JÖRG WOLTMANN: In my parents' house we only ate good KPM dishes on Sundays. And I knew early on that it was something special. My brother and I didn't have to set and clear the table, and we weren't allowed to wash up and dry ourselves. That was too dangerous for good service. That was fine with us, we especially hated doing the dishes.

KILIAN VON SELDENECK: Our children grow up with KPM and have a feeling for this material, which has exuded magic since 1763 and continues to fascinate people today. They have no fear of contact.

ALICE VON SELDENECK: On the contrary. Something really great happened recently. I bought two different tea sets from KPM in Hamburg, but both in the same design. The opportunity was just too tempting. When I received the large box with the two services and unpacked it, my five-year-old son was there. He took two cups, turned them over and said: “Mommy, look, they look the same, but one has an orb on it. One is from before the war, the other from after.”

JÖRG WOLTMANN: He recognized it from the label under the cups?

ALICE VON SELDENECK: Yes. The mere fact that he knew the term imperial orb surprised me. I asked him: “How do you know that?” “Daddy once told me,” was his answer.

JÖRG WOLTMANN: As the daughter of Henrik Hanstein, the fifth generation to run the Lempertz art auction house in Cologne, you also grew up surrounded by precious objects. Were you aware of this as a child?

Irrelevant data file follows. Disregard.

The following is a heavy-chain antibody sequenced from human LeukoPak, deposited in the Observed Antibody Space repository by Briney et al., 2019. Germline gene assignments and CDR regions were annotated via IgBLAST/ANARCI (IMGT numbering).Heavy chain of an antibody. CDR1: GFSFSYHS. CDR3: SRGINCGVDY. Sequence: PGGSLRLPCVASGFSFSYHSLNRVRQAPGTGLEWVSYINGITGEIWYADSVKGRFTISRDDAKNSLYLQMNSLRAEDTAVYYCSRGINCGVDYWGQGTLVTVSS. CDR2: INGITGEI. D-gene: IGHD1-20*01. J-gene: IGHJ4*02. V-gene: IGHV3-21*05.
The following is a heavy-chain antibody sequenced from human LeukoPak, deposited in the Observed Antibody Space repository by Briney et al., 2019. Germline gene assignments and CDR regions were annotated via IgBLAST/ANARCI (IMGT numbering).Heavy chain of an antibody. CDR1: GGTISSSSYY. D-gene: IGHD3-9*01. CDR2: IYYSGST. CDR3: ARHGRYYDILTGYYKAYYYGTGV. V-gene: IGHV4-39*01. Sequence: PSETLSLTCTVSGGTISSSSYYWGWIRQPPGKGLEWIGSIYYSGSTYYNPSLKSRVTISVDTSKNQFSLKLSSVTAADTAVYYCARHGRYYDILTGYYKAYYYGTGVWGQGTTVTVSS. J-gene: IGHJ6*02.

ALICE VON SELDENECK: Of course I wasn't aware of it as a child, but it certainly didn't leave me completely unscathed. My parents definitely gave me a sense of beautiful things.

JÖRG WOLTMANN: If you look at the market today: Would you advise someone to collect porcelain?

KILIAN VON SELDENECK: If you are a young, aspiring collector and have a budget of - let's say - 5,000 or 10,000 euros, you will only get one edition by Gerhard Richter. But you can definitely buy an exciting piece from the KPM that cannot be ignored from the canon of art history.

ALICE VON SELDENECK: And this piece retains its value. For example, if you keep a KPM mug long enough, you can actually earn a lot of money from it. Admittedly, it takes time. What we are selling at a high price now is 18th century porcelain. You can't wait 250 years... But you could pass it on. Or sell it again after a week at a good price.

JÖRG WOLTMANN: People might generally think that porcelain isn't really in vogue.

KILIAN VON SELDENECK: I have the feeling that porcelain is a collecting area that already has a lot of dynamism. We have many friends who are passionate about porcelain. There are these so-called conversation pieces: conversation pieces that are bought to tell stories and history. And with the old techniques that the KPM is now reviving, they bridge the gap between generations.

JÖRG WOLTMANN: What do you particularly like?

ALICE VON SELDENECK: The chandelier painting on the BERLIN breakfast cups, for example. These are magnificent guest gifts - a modern design and at the same time deeply rooted in KPM history thanks to the chandelier painting.

Woltmann meets family friends Alice & Kilian Jay von Seldeneck